Banks slather over them. Cater to them. Draw them in. Builders tug the heartstrings. Feed the need to nest. Parents prod and push. Peers pressure. So, overwhelmed by marketing, media and societal expectations, young couples find themselves in bidding wars, standing in line outside sales trailers, borrowing unfathomable amounts of money, paying whatever it takes, and being reassured it’s all a rite of passage to adulthood.
Of course, it may equally be a path to penury. Tens of thousands of new buyers in the last two years have gambled real estate values will only go up. Because if they don’t, well, fail. Even flatlined house prices will be a disaster once interest rates start to normalize at the end of next month and buyers fade. A correction of any kind would put them under water.
Suddenly, buying something costing hundreds of thousands of dollars with 5% down (or less), which consumes most of their disposable income, with a debt you can’t get your parents to fix, and is falling in value, would look idiotic. Like it does in the US right now. Or Britain. Or much of Europe. Or, soon, Australia.
Days ago I told you about a nascent movement in that country – with a Canada-style housing bubble – urging hormonal young property virgins to go on strike. The logic’s simple: reduced buyer demand will hasten lower prices. It will also give the kids some much-needed social reinforcement that refusing to buy a crappy houses from a greedy seller with a crushing debt, is cool.
Here’s an update: Since then the Buyer’s Strike has gained traction. This past week it was discovered by the MSM, and started blazing through the key social media sites. There’s now momentum behind it, as this television interview shows. The only question that remains: will Canadian kids grow a set?
While our spent youth drink the LePage-Re/Max Kool-Aid, the deluded citizens of Vancouver continue to bombard me with reasons why the Chinese will eventually eat all of it. Here’s one now:
Dear Garth: I enjoy reading your penetrating and insightful commentaries on the Vancouver real estate scene. As much as I wish all you have predicted would come true, my reason begs to differ. I am of Chinese origin (from Taiwan), but unfortunately the wrong kind for the Vancouver housing market. In a few clearly futile recent attempts at house browsing I encountered, almost exclusively, hordes of Chinese buyers, sellers and realtors streaming through house after house, whose language I understand but with whom I apparently share little in common. These are people who can easily put down $5 million in cash to buy a house with no questions asked, whereas I rely on a wage easily represented by that 31 to 1 price-to-income ratio for Vancouver.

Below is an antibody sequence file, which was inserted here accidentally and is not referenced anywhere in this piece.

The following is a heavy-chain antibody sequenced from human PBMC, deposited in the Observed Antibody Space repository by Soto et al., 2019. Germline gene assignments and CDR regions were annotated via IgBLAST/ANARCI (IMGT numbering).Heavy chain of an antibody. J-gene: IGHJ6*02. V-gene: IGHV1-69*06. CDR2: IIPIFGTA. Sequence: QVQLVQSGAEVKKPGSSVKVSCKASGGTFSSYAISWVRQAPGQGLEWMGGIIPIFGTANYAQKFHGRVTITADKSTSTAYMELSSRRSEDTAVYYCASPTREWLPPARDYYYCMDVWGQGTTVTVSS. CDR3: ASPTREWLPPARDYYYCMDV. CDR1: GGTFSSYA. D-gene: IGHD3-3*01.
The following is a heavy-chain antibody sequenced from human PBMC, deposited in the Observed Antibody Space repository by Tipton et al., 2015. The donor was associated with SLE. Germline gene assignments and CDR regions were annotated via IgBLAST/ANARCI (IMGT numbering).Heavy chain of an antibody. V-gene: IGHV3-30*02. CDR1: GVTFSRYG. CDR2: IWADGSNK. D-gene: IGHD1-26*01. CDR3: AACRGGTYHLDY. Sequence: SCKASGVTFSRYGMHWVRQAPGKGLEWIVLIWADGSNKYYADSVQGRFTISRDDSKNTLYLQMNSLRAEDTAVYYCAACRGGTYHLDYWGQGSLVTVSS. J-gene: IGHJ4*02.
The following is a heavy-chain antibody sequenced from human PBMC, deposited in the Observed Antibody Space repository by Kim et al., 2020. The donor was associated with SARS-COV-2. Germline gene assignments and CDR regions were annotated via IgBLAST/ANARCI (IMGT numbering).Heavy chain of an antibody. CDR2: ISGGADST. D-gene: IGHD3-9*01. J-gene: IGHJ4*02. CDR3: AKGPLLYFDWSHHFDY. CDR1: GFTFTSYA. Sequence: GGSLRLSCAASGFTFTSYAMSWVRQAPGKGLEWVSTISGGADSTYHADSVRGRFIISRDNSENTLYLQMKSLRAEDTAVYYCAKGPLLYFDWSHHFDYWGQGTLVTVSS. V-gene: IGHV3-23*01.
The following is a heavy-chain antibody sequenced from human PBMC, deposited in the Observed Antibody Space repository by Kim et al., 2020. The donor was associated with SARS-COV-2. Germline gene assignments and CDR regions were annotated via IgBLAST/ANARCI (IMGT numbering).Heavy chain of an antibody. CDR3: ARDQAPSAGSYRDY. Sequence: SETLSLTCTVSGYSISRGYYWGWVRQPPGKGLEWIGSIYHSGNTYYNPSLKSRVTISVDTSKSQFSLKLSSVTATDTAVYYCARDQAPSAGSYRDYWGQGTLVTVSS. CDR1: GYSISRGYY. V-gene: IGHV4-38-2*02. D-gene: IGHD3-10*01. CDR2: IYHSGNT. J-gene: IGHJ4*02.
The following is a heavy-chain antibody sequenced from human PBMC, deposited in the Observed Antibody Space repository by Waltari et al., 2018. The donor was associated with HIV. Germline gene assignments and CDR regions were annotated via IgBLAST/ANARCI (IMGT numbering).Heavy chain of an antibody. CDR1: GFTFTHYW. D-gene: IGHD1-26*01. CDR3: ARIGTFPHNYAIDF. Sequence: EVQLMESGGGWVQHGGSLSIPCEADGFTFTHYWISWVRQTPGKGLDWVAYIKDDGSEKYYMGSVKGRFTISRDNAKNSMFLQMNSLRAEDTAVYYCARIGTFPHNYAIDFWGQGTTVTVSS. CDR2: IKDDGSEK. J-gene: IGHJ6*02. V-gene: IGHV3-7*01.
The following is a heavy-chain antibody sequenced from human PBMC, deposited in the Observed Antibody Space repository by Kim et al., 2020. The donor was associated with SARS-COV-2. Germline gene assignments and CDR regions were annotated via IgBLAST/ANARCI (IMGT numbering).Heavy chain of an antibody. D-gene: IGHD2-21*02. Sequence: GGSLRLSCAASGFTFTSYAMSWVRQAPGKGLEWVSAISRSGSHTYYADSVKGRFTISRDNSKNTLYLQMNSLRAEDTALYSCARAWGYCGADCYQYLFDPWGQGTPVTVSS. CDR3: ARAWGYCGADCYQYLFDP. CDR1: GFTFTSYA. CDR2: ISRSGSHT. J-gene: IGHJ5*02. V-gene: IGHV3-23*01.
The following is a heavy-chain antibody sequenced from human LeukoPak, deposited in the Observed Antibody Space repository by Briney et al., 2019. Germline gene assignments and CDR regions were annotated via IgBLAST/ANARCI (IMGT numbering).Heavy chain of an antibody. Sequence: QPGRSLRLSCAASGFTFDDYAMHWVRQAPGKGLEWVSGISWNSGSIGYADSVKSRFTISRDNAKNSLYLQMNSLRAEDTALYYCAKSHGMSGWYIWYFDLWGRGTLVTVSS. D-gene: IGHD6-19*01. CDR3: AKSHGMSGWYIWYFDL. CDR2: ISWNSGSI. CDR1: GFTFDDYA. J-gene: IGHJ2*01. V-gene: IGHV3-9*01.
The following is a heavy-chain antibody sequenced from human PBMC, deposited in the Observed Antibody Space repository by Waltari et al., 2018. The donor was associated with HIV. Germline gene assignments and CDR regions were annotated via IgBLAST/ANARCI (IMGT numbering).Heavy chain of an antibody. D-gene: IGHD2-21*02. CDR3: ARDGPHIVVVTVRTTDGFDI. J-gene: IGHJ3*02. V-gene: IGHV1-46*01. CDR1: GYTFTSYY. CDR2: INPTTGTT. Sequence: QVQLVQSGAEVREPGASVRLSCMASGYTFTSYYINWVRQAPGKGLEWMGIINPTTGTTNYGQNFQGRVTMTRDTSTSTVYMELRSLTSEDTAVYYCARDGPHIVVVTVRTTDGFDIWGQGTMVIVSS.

This brings me to my question. All the predictions you and other respondents made at your column about an impending bursting of the bubble seem to be based on one number, namely this price-to-income ratio of 31 that cannot sustain the current housing market. But if I just step into any weekend open house in Vancouver, my logic tells me that the correct ratio to use should be instead the Vancouver house price versus the Chinese millionaires’ income, which is more like one-to-one. And in this picture, Vancouver houses are really dirt cheap and has ample room to grow another several hundred percent.
I also know there is practically an endless supply of Chinese millionaires for the size of the Vancouver market, and they ALL want to buy houses here, driven by several factors:
- The same mass hysteria that emptied all the Chinese supermarket shelves of salt during the recent Japanese nuclear scare.
- All East Asian governments have recently implemented severe laws cracking down on property speculation, making gambling in Asian real estate not profitable any more.
- Vancouver continues being ranked the number one city to live in the world by The Economist. There is a Chinese obsession with rankings.
- Vancouver has excellent educational resources. There is a Chinese obsession with education.
- Vancouver is one of the best North American cities for keeping up an East Asian style of living.
- Buying with cash, these millionaires can afford to sit out any temporary downturn without lowering their house price, unlike in traditional bubbles.
I wish all your predictions would come to pass tomorrow so finally I would be able to borrow frrom the bank up to my eyeballs and get maybe 200 square feet of house somewhere in New Westminster. But from what I said above and from what I read in the Chinese newspapers, I do not believe it will ever happen. Maybe you are trying to prevent a mass panic by not giving the picture I am painting?
Isn’t it time to get real and talk about the real price-to-income ratio as I described? And isn’t the right question to ask what the BC government plans to do in the face of this runaway situation that will eventually drive every non-Chinese-millionaire out of a house? Nothing? This “bubble” is not like all the ones before, and relying on it to burst by itself because of the phony price-to-income ratio is unrealistic. I can see this ratio go to the hundreds if nothing is done about it. So please help me out here.
See what I mean? Delusional. The yellow peril thing is being played to the hilt by local real estate marketing groups like The Key, and repeated ad nauseum by the Vancouver media. There has not been a single hard number generated in the past three years to show the extent of Mainland Chinese money flowing into the city’s housing market. Just a short swim away, Victoria’s real estate board has found that 90% of buyers there are Canadian, and eight out of 10 live in BC.
Are Chinese buyers gobbling up some houses? Without a doubt. Are they responsible for runaway prices? Hardly.
Grab a mirror, Van City. Take a hard look. You’re house junkies. Get over it.
Now look at this. And tell me how it ends.